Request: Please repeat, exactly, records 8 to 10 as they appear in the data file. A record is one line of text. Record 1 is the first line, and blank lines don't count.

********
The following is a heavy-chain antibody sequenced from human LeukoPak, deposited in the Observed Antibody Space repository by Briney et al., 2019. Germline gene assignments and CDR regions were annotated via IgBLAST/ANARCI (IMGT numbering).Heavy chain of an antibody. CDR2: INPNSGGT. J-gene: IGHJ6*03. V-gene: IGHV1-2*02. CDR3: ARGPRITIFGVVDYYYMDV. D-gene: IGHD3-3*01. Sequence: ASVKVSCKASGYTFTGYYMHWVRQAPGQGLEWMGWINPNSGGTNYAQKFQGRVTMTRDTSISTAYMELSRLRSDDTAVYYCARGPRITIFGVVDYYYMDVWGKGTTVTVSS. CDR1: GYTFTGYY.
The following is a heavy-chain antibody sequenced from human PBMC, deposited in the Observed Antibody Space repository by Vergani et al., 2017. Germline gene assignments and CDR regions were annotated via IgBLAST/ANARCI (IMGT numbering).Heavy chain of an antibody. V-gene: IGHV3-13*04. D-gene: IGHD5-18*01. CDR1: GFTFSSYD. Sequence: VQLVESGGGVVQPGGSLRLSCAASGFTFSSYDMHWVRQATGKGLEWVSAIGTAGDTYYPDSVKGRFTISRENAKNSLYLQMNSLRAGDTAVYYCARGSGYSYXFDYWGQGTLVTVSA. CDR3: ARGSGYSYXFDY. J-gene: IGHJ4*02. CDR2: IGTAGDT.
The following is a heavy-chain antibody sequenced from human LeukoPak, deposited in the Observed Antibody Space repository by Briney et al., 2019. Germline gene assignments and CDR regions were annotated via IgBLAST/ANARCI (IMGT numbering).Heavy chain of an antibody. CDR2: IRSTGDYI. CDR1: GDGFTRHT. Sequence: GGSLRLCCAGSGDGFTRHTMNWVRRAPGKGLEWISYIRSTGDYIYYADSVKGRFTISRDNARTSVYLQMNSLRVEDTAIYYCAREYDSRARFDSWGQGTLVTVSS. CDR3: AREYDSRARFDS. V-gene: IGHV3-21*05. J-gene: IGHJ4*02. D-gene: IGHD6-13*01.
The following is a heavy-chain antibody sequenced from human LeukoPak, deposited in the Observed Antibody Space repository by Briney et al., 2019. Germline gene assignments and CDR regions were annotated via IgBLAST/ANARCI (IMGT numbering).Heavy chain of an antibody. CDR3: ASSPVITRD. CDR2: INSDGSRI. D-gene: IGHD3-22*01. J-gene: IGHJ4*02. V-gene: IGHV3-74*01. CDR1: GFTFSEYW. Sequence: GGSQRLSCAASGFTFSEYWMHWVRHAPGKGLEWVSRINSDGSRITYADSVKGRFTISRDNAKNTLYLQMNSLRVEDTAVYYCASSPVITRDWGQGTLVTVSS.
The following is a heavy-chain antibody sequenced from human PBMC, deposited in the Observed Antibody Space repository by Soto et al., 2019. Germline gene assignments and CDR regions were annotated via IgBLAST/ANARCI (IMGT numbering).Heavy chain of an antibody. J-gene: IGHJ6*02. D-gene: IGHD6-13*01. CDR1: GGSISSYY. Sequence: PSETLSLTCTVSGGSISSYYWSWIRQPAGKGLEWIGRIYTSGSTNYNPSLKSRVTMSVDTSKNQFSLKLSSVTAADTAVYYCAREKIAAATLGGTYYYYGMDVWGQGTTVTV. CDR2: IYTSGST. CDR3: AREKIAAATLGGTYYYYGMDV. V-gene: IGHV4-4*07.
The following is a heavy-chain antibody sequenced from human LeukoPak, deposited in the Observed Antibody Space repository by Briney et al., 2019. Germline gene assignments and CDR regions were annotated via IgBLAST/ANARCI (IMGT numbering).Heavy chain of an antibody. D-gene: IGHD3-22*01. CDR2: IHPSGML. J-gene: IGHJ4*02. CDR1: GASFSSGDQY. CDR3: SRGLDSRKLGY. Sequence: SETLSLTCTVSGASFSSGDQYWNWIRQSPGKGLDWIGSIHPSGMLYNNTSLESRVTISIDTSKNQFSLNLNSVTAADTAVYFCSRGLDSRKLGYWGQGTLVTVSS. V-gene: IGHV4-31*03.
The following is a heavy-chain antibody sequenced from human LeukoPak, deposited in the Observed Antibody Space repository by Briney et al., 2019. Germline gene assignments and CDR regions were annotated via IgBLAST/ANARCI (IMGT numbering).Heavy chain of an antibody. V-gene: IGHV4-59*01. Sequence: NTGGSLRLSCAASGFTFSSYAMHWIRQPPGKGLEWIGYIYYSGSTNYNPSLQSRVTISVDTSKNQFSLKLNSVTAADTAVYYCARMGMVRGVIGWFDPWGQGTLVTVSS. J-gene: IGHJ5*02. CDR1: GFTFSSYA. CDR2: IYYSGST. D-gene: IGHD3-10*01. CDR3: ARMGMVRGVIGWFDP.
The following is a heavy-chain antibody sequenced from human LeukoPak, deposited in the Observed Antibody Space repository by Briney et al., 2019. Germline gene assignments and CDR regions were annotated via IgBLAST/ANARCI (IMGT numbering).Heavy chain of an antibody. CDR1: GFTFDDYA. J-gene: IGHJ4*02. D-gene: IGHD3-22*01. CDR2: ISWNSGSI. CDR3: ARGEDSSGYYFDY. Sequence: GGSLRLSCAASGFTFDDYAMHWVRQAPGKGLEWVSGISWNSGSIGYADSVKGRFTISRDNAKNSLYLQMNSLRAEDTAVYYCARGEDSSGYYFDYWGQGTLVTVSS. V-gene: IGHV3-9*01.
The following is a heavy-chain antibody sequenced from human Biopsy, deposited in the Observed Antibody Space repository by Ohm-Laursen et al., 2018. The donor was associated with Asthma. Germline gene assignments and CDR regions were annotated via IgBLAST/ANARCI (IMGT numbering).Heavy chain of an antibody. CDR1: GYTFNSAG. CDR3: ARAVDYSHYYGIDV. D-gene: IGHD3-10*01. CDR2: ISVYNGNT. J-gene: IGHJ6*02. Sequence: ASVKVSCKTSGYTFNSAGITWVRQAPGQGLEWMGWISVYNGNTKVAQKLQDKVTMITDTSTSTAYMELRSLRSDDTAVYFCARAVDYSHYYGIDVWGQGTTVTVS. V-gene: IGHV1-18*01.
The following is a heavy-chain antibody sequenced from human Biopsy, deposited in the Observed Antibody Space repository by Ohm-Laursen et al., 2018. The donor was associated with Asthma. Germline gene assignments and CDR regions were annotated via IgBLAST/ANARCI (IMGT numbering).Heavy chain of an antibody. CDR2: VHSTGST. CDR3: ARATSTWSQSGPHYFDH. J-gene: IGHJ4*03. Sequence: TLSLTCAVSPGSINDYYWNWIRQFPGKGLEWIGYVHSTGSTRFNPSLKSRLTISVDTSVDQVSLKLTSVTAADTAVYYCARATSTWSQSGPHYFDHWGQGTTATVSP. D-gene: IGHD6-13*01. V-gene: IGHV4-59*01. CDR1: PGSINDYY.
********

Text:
The following is a heavy-chain antibody sequenced from human LeukoPak, deposited in the Observed Antibody Space repository by Briney et al., 2019. Germline gene assignments and CDR regions were annotated via IgBLAST/ANARCI (IMGT numbering).Heavy chain of an antibody. CDR1: GFTFDDYA. J-gene: IGHJ4*02. D-gene: IGHD3-22*01. CDR2: ISWNSGSI. CDR3: ARGEDSSGYYFDY. Sequence: GGSLRLSCAASGFTFDDYAMHWVRQAPGKGLEWVSGISWNSGSIGYADSVKGRFTISRDNAKNSLYLQMNSLRAEDTAVYYCARGEDSSGYYFDYWGQGTLVTVSS. V-gene: IGHV3-9*01.
The following is a heavy-chain antibody sequenced from human Biopsy, deposited in the Observed Antibody Space repository by Ohm-Laursen et al., 2018. The donor was associated with Asthma. Germline gene assignments and CDR regions were annotated via IgBLAST/ANARCI (IMGT numbering).Heavy chain of an antibody. CDR1: GYTFNSAG. CDR3: ARAVDYSHYYGIDV. D-gene: IGHD3-10*01. CDR2: ISVYNGNT. J-gene: IGHJ6*02. Sequence: ASVKVSCKTSGYTFNSAGITWVRQAPGQGLEWMGWISVYNGNTKVAQKLQDKVTMITDTSTSTAYMELRSLRSDDTAVYFCARAVDYSHYYGIDVWGQGTTVTVS. V-gene: IGHV1-18*01.
The following is a heavy-chain antibody sequenced from human Biopsy, deposited in the Observed Antibody Space repository by Ohm-Laursen et al., 2018. The donor was associated with Asthma. Germline gene assignments and CDR regions were annotated via IgBLAST/ANARCI (IMGT numbering).Heavy chain of an antibody. CDR2: VHSTGST. CDR3: ARATSTWSQSGPHYFDH. J-gene: IGHJ4*03. Sequence: TLSLTCAVSPGSINDYYWNWIRQFPGKGLEWIGYVHSTGSTRFNPSLKSRLTISVDTSVDQVSLKLTSVTAADTAVYYCARATSTWSQSGPHYFDHWGQGTTATVSP. D-gene: IGHD6-13*01. V-gene: IGHV4-59*01. CDR1: PGSINDYY.